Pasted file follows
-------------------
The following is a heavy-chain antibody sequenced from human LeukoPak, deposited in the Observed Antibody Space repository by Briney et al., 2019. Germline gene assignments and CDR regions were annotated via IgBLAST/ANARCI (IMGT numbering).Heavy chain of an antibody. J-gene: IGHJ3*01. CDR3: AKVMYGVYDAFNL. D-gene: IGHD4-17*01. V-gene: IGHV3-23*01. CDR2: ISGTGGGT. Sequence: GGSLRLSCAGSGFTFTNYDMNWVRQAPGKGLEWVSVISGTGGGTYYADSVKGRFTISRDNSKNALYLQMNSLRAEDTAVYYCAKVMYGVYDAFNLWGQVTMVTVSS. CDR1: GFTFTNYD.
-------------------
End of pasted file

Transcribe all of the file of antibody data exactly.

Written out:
The following is a heavy-chain antibody sequenced from human LeukoPak, deposited in the Observed Antibody Space repository by Briney et al., 2019. Germline gene assignments and CDR regions were annotated via IgBLAST/ANARCI (IMGT numbering).Heavy chain of an antibody. J-gene: IGHJ3*01. CDR3: AKVMYGVYDAFNL. D-gene: IGHD4-17*01. V-gene: IGHV3-23*01. CDR2: ISGTGGGT. Sequence: GGSLRLSCAGSGFTFTNYDMNWVRQAPGKGLEWVSVISGTGGGTYYADSVKGRFTISRDNSKNALYLQMNSLRAEDTAVYYCAKVMYGVYDAFNLWGQVTMVTVSS. CDR1: GFTFTNYD.